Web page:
Trendy Entertainment (archive): In my first extensive article, I took a look back at an older story by Kotaku’s Jason Schreier. It was actually one of his more recent pieces on the subject at the time that brought it to my attention. I happened to come across a Facebook post by Trendy Entertainment’s Marc Singer, which unraveled a thread of intrigue that brought new light to Schreier’s old investigation.
David Prassel (archive): Game developer David Prassel made a game called ORION, released it on Steam, and had a DMCA run-in with Activision over alleged asset theft. But this wasn’t the first time Prassel was in the hot seat over a controversy, and the community’s ire toward him in an infamous Reddit thread led me on a quest to uncover where exactly this man came from. There were things that David didn’t want people to see when he tried to rally the public to his side, and I made sense of what those things were.
Star Citizen Essays: The $140+ million leviathan of a circa 2012 crowdfunded project by Chris Roberts had a rough early summer in 2016. When it came to my attention that this game’s development processes was potentially going to get a reality show segment for one of the aspects of it, I decided to spend the rest of the summer months going over every part of the project in detail. From trying to trace the history of Star Marine, to analyzing the feature creep and stretch goal accumulation, and finally exploring the man behind Star Citizen itself. The focus of it was aiming to answer questions people had at the time. Part of that included giving some alternative title recommendations with a much more solid deadline, and making a tutorial of how to get a refund for any backer who had doubts about the success of the project.
Devin Faraci (archive): When prominent Film Critic Devin Faraci faced accusations of sexual assault and abuse by several women in October 2016, I stepped outside of the realm of games journalism to take a look back at the checkered internet past of the troubled man. Taking things a step too far was a consistent theme in Faraci’s history: trying to oust colleagues, insulting people in the Film Industry, and hitting random Twitter users below the belt in their interactions with him online.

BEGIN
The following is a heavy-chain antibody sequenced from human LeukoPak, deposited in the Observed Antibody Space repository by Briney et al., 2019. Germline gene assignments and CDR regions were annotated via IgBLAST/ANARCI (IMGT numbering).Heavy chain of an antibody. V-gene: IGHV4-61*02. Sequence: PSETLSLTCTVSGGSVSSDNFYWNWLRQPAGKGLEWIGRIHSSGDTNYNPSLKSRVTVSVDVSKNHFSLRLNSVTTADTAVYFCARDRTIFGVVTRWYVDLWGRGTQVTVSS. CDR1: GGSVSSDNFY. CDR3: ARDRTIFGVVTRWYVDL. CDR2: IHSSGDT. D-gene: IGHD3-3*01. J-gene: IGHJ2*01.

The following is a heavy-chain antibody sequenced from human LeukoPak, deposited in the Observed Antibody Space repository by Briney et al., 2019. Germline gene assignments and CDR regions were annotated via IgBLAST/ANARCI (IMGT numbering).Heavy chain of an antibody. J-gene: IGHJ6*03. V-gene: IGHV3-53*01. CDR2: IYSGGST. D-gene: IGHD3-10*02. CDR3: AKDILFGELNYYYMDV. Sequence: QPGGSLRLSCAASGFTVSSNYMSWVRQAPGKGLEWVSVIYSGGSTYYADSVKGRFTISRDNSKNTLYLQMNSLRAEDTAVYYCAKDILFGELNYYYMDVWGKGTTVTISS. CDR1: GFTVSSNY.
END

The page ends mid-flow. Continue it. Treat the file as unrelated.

SAG-AFTRA Strike (archive): One of the final pieces I’d write for Gameranx was trying to do right by the SAG-AFTRA union and the #performancematters protesters. Dennis Romero of the LA Weekly wrote an article that portrayed it as an issue of greed. The debate raged online after it was published, and the whole thing would be brought to my attention after a flurry of tweets went out from the author’s profile. Phil LaMarr, Christian Lanz, and Jennifer Hale praised my work as the more balanced piece they were hoping for. The protest group went on to place it on the top of their website media page.
Saving the Superheroes (archive): Over on Break.com, I looked into the distant past of the Comic Book Industry. The paranoia and political red tape of yesteryear had been forgotten, and the echos of it had struck back on the comics community of today as it tried to police itself. Comic book covers had come under fire in recent weeks, and it sparked a debate about the true sources of the problem. Was it the content on the front of the book itself? Or was it the author behind the artwork that people were really offended at? Both of these questions have answers in the situations I go over.